February 12th, 2014 will be remembered in our history for many reasons, but one that is passing under the radar is that it was the day when Venezuelans finally witnessed first-hand the full effects of communicational hegemony.
As the remaining national television channels and most local radio stations decided to pretend nothing was happening, most of the coverage (beside SIBCI’s one-sided coverage) came from the Internet, and from international news channels.
Then, right after the incidents in Caracas, broadcasting authority CONATEL made its move and swiftly ordered cable companies to take down Colombian news channel NTN24 from their grids.
With this action, the newly appointed Director-General of CONATEL,William Castillo has already left his mark. Castillo is a hardcore Chavista journalist, a true believer in communicational hegemony, and one of its main figures, both in front and behind the cameras. Hours before, he warned media outlets that covering the protests could be considered “illegal”.
It’s interesting that someone who comes from the creative side of hegemony is now in charge of the repressive side of it. Of course, this synergy started late last year. However, this also signals a new stage for the hegemony itself: When Juan made his post about hegemony days ago, I commented that as the repressive side of the hegemony has been succesful, the creative side has been a failure. Therefore, the creative parts are now becoming more and more useless for the hegemony’s current objectives and will merge instead with the repressive side.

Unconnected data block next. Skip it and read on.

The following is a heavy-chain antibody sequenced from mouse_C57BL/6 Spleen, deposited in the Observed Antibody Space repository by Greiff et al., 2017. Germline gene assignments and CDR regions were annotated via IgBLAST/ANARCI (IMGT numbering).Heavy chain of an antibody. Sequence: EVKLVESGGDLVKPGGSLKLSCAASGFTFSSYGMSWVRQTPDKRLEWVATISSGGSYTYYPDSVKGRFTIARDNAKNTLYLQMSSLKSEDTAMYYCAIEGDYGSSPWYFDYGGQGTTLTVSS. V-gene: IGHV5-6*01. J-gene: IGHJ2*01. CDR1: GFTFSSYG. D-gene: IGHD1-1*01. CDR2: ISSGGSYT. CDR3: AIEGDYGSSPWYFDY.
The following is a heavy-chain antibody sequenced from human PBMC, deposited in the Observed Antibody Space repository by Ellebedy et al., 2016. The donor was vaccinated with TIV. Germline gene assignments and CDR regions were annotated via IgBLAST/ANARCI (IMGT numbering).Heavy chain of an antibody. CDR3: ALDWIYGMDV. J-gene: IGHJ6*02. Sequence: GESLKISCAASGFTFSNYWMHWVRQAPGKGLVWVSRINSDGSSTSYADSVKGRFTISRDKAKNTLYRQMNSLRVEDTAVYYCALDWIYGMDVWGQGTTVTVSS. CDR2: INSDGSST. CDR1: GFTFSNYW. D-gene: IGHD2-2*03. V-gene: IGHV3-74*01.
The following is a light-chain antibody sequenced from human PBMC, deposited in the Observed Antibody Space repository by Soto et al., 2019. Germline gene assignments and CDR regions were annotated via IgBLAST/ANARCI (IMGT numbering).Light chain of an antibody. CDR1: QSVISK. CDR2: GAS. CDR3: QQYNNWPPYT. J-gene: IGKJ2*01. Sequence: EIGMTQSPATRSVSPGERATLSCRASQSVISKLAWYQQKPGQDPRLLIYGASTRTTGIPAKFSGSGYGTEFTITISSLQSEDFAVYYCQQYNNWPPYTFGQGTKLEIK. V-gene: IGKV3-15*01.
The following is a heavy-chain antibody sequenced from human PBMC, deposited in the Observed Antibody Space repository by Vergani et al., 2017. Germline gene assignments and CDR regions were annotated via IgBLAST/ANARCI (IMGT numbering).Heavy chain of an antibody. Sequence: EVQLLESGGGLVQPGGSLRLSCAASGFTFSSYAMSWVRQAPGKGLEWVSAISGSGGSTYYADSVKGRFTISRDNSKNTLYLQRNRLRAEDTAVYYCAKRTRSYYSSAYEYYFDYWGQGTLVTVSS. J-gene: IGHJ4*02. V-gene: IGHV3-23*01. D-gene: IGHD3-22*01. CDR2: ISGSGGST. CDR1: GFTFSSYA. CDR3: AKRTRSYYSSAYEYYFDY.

Not that the hegemony’s creative side was doing well anyway: From the recent example of the hegemony’s latest addition TV-FANB to Telesur’s “approach” to reporting, the hegemony is somehow admitting their work is not good enough, and there’s no motivation to do better. Don’t believe me? The brand new president of TVES, game show host/former candidate for mayor Winston Vallenilla, said that he will make the station just as the commercial ones.
In the end, it all comes down to one word: effort. To create something good requires effort, but it is easier to just embrace mediocrity. It’s easier to take the remote control from the viewers and leave them with just static and filler. That is why chavistas are so good at taking channels away, and so bad at filling the void they leave behind.
UPDATE: In the last couple of days, Internet has been also victim of a big crackdown by CONATEL and CANTV, which included blocking images on Twitter. Mr. Castillo’s excuse is what he called “electronic war scheme”.
For more details on this online crackdown, there’s this post by web developer Jose Luis Rivas.Caracas Chronicles is 100% reader-supported. Support independent Venezuelan journalism by making a donation.